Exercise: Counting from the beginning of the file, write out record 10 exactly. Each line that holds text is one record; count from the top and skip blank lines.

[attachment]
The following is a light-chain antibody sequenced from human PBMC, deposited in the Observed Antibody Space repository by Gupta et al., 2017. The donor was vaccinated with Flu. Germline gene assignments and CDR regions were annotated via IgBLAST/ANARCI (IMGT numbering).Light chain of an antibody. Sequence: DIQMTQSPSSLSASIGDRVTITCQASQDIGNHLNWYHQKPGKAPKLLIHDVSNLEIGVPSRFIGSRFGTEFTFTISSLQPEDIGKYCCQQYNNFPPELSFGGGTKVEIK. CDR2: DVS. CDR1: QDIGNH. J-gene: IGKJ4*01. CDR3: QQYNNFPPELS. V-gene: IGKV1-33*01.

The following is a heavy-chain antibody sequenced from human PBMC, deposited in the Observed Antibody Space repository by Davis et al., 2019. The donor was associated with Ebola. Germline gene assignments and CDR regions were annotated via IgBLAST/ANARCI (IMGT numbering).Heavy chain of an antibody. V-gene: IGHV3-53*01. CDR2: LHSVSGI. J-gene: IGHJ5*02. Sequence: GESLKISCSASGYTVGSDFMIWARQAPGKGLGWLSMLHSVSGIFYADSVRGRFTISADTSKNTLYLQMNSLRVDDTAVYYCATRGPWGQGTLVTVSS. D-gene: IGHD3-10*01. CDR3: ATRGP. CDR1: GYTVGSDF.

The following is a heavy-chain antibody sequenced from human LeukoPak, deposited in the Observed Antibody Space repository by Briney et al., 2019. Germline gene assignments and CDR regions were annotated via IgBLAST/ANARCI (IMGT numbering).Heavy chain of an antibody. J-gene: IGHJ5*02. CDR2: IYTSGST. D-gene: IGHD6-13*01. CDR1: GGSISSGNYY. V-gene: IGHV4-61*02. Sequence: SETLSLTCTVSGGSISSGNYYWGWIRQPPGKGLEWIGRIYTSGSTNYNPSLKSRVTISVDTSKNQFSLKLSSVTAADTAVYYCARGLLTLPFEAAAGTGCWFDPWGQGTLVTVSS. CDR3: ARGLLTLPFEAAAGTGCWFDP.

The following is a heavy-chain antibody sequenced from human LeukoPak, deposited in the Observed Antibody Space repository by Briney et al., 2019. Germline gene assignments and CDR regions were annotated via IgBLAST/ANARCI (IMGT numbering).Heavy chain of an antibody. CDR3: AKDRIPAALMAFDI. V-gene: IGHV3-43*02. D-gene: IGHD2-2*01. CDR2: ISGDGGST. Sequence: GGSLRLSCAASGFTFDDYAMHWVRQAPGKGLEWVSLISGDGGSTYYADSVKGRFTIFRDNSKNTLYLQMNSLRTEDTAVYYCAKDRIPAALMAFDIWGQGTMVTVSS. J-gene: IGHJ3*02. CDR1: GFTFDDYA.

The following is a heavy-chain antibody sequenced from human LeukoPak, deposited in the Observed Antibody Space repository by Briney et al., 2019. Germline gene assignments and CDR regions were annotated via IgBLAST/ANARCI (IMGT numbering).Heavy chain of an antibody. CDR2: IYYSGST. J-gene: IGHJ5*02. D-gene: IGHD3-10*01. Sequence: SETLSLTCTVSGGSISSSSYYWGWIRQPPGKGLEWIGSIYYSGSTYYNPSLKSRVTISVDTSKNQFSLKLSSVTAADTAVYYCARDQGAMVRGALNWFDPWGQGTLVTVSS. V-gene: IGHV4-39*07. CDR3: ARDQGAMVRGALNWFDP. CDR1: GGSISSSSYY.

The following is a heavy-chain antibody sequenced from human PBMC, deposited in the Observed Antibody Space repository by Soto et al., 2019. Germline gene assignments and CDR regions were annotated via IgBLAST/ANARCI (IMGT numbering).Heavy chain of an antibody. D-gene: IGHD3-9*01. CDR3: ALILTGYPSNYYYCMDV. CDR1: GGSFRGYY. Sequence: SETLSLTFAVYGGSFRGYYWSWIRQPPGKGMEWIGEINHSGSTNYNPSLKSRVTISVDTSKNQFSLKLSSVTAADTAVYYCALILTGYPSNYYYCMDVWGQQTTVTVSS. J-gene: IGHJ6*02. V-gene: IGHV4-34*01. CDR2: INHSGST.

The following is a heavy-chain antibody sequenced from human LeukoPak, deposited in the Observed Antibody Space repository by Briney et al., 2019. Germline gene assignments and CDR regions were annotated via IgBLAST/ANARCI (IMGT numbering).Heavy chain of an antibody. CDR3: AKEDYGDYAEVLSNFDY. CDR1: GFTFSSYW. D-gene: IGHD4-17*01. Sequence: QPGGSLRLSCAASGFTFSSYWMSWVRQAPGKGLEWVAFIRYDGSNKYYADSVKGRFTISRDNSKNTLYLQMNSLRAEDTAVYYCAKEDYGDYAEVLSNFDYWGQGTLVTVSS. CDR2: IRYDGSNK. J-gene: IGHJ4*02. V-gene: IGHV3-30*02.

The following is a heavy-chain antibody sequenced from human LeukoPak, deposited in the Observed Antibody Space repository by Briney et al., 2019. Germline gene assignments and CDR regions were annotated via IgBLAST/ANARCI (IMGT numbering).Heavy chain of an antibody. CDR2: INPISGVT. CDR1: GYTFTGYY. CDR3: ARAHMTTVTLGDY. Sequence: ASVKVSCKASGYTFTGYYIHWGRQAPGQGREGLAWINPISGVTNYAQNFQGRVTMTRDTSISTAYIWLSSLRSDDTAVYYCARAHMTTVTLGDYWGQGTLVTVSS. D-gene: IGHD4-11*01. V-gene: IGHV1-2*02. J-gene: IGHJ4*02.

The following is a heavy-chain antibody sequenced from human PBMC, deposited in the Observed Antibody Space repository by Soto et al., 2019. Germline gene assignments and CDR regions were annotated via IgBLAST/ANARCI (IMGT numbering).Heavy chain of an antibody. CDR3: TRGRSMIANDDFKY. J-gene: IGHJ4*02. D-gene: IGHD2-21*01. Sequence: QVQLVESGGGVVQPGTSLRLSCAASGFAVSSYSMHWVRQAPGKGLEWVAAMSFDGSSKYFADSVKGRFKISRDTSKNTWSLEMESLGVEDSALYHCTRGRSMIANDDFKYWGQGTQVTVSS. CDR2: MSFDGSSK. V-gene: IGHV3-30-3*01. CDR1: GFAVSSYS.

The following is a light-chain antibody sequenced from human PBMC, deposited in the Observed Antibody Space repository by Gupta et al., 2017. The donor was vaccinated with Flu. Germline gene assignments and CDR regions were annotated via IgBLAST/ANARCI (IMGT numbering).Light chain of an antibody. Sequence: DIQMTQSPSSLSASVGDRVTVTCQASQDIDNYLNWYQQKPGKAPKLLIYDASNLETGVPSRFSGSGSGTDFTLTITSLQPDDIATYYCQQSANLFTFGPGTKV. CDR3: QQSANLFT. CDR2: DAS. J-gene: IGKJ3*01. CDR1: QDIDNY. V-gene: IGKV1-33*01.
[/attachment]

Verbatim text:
The following is a light-chain antibody sequenced from human PBMC, deposited in the Observed Antibody Space repository by Gupta et al., 2017. The donor was vaccinated with Flu. Germline gene assignments and CDR regions were annotated via IgBLAST/ANARCI (IMGT numbering).Light chain of an antibody. Sequence: DIQMTQSPSSLSASVGDRVTVTCQASQDIDNYLNWYQQKPGKAPKLLIYDASNLETGVPSRFSGSGSGTDFTLTITSLQPDDIATYYCQQSANLFTFGPGTKV. CDR3: QQSANLFT. CDR2: DAS. J-gene: IGKJ3*01. CDR1: QDIDNY. V-gene: IGKV1-33*01.